RARE crayfish are being relocated in the River Wansbeck to make way for vital work to prevent landslips.
A landslip occurred at Snuff Mill near Mitford Church earlier this year and there are fears that if nothing is done, more such incidents could follow.
It is therefore planned for contractors to remove trees and their root balls from a section of the river bank most at risk, re-grading the bank at a shallower angle so it is less likely to suffer another landslip.
The project is expected to take place over the next three weeks, but it will be subject to the weather and depend on water levels as the contractors need to get heavy plant into the river.
Temporary traffic lights will be in place to manage vehicles from an unclassified road off the B6343 during the work.
To clear the way for the scheme the Environment Agency will have to relocate the native white-clawed crayfish from the area.
Expert staff will be moving the protected species by hand further downstream this week.
Environment Agency Technical Officer Paul Hannaby said: “We’ve been in the water surveying the number of white-clawed crayfish in the Wansbeck. This is in preparation for relocating them to safety over the next couple of days.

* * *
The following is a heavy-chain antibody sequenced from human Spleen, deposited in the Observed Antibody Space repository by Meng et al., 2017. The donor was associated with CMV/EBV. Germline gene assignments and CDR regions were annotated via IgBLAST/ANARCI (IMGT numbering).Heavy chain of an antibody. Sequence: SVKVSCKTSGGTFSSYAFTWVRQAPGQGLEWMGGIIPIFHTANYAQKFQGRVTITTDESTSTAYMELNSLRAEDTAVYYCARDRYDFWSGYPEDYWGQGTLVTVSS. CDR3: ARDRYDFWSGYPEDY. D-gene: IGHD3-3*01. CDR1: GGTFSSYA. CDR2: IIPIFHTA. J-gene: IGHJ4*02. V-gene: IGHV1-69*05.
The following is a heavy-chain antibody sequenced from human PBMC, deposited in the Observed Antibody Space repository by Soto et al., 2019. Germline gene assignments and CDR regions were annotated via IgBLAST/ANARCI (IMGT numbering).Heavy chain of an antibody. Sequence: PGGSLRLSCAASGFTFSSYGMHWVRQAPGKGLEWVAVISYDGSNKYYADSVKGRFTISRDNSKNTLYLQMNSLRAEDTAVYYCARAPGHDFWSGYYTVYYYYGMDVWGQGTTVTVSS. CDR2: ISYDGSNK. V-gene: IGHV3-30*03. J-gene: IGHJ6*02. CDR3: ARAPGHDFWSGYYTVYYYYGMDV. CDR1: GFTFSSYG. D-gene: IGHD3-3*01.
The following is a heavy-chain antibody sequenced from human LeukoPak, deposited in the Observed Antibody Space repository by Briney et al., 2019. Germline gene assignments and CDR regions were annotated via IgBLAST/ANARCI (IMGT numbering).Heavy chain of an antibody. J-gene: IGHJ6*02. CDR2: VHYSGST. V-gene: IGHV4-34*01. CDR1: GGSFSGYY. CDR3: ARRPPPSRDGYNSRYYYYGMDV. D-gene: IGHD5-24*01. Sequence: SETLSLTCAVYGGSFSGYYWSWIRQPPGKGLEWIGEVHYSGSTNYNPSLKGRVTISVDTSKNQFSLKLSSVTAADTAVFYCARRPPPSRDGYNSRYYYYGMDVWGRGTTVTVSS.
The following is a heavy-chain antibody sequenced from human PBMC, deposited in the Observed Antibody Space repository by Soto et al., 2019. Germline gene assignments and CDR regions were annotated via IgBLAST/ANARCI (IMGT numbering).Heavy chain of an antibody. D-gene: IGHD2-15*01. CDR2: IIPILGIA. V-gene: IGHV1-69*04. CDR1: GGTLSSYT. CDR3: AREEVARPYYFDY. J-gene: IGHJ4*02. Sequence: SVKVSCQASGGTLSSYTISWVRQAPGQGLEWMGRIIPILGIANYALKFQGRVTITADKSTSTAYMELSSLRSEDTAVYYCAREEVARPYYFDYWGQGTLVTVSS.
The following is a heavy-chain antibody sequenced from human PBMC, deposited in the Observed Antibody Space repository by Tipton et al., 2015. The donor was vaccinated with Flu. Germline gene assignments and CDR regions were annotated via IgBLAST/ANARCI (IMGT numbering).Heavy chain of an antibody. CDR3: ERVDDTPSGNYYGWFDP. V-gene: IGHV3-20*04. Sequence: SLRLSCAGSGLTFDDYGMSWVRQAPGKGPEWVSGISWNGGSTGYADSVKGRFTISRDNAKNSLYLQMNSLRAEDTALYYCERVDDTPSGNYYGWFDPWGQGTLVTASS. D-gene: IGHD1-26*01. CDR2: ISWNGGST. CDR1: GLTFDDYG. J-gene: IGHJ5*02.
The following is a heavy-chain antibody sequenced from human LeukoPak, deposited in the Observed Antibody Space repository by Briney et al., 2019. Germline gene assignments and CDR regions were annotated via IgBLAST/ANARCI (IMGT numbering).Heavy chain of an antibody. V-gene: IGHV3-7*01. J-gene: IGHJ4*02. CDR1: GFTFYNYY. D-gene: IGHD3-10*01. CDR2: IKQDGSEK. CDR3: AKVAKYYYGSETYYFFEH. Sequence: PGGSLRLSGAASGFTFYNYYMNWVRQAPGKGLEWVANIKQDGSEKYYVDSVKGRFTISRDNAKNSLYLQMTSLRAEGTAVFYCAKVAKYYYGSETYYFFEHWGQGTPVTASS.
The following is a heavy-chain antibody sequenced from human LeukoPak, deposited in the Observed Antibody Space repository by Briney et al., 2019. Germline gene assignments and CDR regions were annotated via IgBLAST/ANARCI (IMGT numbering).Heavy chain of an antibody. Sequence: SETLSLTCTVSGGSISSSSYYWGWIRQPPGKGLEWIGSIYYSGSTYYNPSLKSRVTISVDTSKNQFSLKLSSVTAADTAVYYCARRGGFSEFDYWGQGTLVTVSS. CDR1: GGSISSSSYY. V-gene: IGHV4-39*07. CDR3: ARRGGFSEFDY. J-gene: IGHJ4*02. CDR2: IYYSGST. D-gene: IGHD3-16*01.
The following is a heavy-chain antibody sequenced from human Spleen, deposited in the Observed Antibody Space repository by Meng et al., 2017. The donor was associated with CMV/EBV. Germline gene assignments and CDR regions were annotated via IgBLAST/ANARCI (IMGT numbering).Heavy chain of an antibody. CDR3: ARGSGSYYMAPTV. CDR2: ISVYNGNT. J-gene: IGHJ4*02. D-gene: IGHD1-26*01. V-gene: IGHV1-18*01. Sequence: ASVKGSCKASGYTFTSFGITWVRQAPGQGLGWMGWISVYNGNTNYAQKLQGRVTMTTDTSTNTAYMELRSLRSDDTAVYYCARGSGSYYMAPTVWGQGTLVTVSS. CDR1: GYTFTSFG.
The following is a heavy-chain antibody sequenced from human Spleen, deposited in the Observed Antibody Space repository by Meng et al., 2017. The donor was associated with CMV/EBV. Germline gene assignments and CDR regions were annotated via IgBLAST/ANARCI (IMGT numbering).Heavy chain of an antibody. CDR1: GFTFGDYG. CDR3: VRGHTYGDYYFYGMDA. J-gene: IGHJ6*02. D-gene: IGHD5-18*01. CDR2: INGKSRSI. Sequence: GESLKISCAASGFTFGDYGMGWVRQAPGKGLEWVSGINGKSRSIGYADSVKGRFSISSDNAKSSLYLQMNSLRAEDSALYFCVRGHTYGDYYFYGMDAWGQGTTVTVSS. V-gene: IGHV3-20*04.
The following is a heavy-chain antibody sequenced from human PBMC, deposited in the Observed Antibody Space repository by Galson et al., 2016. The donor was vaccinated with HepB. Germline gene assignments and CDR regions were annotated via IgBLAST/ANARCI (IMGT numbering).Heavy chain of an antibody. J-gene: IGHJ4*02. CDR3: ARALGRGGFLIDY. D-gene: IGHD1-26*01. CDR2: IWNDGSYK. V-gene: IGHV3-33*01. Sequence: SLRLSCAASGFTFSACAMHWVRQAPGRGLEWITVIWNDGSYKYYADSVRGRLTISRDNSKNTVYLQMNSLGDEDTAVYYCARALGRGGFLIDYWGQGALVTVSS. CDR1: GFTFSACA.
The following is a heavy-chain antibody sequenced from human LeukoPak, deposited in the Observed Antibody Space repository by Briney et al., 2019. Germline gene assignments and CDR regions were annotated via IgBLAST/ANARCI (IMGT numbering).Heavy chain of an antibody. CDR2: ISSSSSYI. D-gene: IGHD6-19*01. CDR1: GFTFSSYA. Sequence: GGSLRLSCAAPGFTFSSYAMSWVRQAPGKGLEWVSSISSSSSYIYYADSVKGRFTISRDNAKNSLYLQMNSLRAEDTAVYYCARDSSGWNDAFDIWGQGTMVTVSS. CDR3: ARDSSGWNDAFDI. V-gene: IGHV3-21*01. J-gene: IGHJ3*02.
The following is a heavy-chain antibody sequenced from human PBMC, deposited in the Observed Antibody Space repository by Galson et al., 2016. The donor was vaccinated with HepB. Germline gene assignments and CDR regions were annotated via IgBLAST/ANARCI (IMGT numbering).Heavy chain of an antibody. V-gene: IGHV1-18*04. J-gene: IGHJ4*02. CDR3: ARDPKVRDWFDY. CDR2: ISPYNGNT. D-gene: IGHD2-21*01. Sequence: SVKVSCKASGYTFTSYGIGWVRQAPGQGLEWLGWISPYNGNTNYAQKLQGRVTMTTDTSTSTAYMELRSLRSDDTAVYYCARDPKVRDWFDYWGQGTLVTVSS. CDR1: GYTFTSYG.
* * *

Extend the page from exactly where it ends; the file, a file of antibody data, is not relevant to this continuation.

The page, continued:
“The white-clawed crayfish has been significantly threatened in this country by the invasion of the non-native signal crayfish. The River Wansbeck is one of the best watercourses in the country for the native species, offering the ideal habitat which is completely free from the invasive species.”
There will be a larger-scale crayfish relocation operation on the river later this summer to prepare for work starting on the construction of an upstream floodwater storage system near Mitford. The project is part of the Morpeth flood alleviation scheme, which also includes work to bolster town-centre defences.
White-clawed crayfish are Britain’s only native freshwater crayfish and are protected under the Wildlife and Countryside Act 1981. It is an offence to intentionally take them from the wild.